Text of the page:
Journal Articles

Policy Writing

Working Papers

  • “Examining racial bias in police dispatch: Evidence from Columbus, Ohio” (Job Market Paper)

  • “Exploring Alternative Models of 911 Response to Mental/Behavioral Health Crises: Evidence from Columbus, Ohio” (with Leah Bevis, Jennifer L Hefner, Steve David, and Pejmon Noghrehchi)

    We evaluate the effectiveness of two widely adopted police response models for mental/behavioral health crises in the US: Crisis Intervention Training (CIT) for police, and co-response (joint police + non-police response) programs. Despite their widespread adoption, no rigorous evaluation has measured the impact of either model on crisis outcomes. In Columbus, Ohio we conduct such an evaluation by: (1) Using police dispatch data to examine the causal impact of crisis response by CIT-trained officers or by Mobile Crisis Response (MCR) teams vis-à-vis standard police response, and (2) Conducting interviews with individuals who have recently called 911 for a behavioral health crisis to evaluate their experience with standard police and/or MCR teams, and elicit their opinions about improved crisis response models. The quantitative analysis addresses endogeneity of triaged response via two-stage-least squares strategies that exploit quasi-random variation in officer precinct/shift assignments and in MCR capacity to answer calls. We find that while MCR teams spend more time handling crisis calls and generally improve the experience of response for those in crisis, they do not improve call disposition or service linkages. Preliminary results suggest that CIT training also has little meaningful effect on outcomes. Interviews reveal significant heterogeneity in the quality of police response to mental health crises, and variation even in the quality of MCR response. Our research indicates that both CIT training and co-response may be less impactful than policymakers wish to believe.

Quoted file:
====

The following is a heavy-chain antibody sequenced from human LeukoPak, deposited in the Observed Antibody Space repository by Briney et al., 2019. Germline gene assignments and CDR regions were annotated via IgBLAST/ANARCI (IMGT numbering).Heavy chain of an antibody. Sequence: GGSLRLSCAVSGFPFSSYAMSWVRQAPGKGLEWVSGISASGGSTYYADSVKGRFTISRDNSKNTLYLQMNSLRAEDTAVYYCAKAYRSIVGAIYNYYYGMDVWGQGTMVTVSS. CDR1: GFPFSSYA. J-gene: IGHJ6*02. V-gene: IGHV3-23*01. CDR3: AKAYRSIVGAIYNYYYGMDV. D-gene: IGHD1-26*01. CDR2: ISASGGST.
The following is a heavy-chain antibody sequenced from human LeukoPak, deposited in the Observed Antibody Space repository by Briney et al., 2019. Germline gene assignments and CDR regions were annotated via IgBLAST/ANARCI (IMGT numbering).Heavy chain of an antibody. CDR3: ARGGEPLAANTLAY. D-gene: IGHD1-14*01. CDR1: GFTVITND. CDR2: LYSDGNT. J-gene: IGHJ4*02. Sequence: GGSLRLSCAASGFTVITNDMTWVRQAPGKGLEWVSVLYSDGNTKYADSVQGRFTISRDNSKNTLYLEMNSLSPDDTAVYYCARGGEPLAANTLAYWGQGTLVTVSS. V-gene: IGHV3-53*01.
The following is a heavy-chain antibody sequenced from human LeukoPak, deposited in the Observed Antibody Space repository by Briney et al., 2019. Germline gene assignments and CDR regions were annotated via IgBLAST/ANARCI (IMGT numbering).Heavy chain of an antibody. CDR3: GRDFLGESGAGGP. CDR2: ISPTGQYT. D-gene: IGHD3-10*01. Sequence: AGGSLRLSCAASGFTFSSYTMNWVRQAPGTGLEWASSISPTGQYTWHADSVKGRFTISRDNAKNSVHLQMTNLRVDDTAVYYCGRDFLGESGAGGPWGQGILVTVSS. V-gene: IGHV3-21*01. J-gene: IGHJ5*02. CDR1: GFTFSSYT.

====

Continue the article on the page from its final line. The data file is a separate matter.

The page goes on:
• “Food Price Subsidies & Nutrition in India: Is Less Targeting More?” (with Leah Bevis and Tanvi Rao)

    India’s Public Distribution System (PDS) is the largest food-based social safety net in the world, and many in India argue that it should be universalized rather than targeted based on household income. We use a natural experiment to ask whether universalizing PDS in the Indian state of Odisha improved access to PDS entitlements and ultimately women’s health. In 2008, the Odisha government simultaneously increased PDS entitlements and universalized access to the PDS in the particularly poor Kalahandi-Balangir-Koraput (KBK) region. In the rest of the state, the government increased PDS entitlements for poor households in an equivalent manner, but did not universalize PDS. We exploit this variation in reform implementation and and find that while universalization had little effect on women’s health (BMI) in above poverty line households, it improved health in below poverty line households. We also examine the mechanisms that drive these improvements in health.